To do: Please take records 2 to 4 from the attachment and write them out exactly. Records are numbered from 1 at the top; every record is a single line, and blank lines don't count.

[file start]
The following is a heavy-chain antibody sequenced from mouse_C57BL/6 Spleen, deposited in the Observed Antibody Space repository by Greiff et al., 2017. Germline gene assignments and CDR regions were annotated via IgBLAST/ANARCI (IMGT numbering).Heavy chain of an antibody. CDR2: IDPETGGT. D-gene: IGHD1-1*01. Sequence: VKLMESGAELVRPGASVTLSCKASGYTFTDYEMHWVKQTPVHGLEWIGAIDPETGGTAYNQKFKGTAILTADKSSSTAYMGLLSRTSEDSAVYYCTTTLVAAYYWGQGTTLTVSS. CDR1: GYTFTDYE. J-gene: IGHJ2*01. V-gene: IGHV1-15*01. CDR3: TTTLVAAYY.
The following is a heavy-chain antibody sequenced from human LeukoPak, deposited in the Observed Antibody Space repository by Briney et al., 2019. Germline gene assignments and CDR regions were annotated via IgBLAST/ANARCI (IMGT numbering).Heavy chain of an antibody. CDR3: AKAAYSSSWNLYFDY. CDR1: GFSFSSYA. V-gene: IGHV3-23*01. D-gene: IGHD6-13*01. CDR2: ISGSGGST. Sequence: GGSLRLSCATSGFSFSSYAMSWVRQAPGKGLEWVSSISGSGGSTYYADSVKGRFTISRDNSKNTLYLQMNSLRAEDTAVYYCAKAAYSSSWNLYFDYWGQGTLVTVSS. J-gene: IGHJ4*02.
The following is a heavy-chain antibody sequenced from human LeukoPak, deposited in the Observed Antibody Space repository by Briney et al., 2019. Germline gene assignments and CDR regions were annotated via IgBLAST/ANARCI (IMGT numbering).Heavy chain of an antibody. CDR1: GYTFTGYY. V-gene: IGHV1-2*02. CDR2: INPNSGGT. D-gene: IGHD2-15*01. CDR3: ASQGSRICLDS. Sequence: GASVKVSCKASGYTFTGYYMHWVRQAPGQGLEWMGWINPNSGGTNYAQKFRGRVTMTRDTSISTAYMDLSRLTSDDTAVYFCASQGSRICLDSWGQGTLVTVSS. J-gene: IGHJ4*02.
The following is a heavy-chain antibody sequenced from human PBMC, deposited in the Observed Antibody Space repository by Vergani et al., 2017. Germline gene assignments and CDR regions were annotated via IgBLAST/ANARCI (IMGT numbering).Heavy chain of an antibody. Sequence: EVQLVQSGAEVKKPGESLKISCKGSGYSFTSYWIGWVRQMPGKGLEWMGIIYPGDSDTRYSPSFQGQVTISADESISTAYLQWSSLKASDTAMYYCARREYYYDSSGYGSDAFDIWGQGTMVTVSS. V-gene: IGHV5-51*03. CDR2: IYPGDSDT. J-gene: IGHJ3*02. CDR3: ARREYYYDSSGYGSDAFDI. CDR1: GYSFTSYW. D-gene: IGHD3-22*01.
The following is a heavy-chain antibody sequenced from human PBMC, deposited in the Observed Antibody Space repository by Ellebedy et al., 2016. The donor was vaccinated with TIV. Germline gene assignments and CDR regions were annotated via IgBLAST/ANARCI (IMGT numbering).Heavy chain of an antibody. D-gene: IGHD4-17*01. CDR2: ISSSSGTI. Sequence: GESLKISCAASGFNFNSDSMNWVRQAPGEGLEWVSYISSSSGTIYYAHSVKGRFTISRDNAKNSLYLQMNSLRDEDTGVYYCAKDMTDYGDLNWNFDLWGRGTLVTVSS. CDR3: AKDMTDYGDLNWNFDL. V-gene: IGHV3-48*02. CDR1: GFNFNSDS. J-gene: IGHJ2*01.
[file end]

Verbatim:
The following is a heavy-chain antibody sequenced from human LeukoPak, deposited in the Observed Antibody Space repository by Briney et al., 2019. Germline gene assignments and CDR regions were annotated via IgBLAST/ANARCI (IMGT numbering).Heavy chain of an antibody. CDR3: AKAAYSSSWNLYFDY. CDR1: GFSFSSYA. V-gene: IGHV3-23*01. D-gene: IGHD6-13*01. CDR2: ISGSGGST. Sequence: GGSLRLSCATSGFSFSSYAMSWVRQAPGKGLEWVSSISGSGGSTYYADSVKGRFTISRDNSKNTLYLQMNSLRAEDTAVYYCAKAAYSSSWNLYFDYWGQGTLVTVSS. J-gene: IGHJ4*02.
The following is a heavy-chain antibody sequenced from human LeukoPak, deposited in the Observed Antibody Space repository by Briney et al., 2019. Germline gene assignments and CDR regions were annotated via IgBLAST/ANARCI (IMGT numbering).Heavy chain of an antibody. CDR1: GYTFTGYY. V-gene: IGHV1-2*02. CDR2: INPNSGGT. D-gene: IGHD2-15*01. CDR3: ASQGSRICLDS. Sequence: GASVKVSCKASGYTFTGYYMHWVRQAPGQGLEWMGWINPNSGGTNYAQKFRGRVTMTRDTSISTAYMDLSRLTSDDTAVYFCASQGSRICLDSWGQGTLVTVSS. J-gene: IGHJ4*02.
The following is a heavy-chain antibody sequenced from human PBMC, deposited in the Observed Antibody Space repository by Vergani et al., 2017. Germline gene assignments and CDR regions were annotated via IgBLAST/ANARCI (IMGT numbering).Heavy chain of an antibody. Sequence: EVQLVQSGAEVKKPGESLKISCKGSGYSFTSYWIGWVRQMPGKGLEWMGIIYPGDSDTRYSPSFQGQVTISADESISTAYLQWSSLKASDTAMYYCARREYYYDSSGYGSDAFDIWGQGTMVTVSS. V-gene: IGHV5-51*03. CDR2: IYPGDSDT. J-gene: IGHJ3*02. CDR3: ARREYYYDSSGYGSDAFDI. CDR1: GYSFTSYW. D-gene: IGHD3-22*01.